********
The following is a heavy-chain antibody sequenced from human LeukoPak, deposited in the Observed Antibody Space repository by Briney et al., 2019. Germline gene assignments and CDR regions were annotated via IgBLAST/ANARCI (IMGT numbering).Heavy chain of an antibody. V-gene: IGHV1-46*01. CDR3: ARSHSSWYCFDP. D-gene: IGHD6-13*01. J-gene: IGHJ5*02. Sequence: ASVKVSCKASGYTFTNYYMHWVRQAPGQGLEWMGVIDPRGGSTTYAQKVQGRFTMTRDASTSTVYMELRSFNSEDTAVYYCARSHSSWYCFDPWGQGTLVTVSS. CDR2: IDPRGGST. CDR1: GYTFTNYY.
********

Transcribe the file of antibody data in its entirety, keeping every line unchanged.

The following is a heavy-chain antibody sequenced from human LeukoPak, deposited in the Observed Antibody Space repository by Briney et al., 2019. Germline gene assignments and CDR regions were annotated via IgBLAST/ANARCI (IMGT numbering).Heavy chain of an antibody. V-gene: IGHV1-46*01. CDR3: ARSHSSWYCFDP. D-gene: IGHD6-13*01. J-gene: IGHJ5*02. Sequence: ASVKVSCKASGYTFTNYYMHWVRQAPGQGLEWMGVIDPRGGSTTYAQKVQGRFTMTRDASTSTVYMELRSFNSEDTAVYYCARSHSSWYCFDPWGQGTLVTVSS. CDR2: IDPRGGST. CDR1: GYTFTNYY.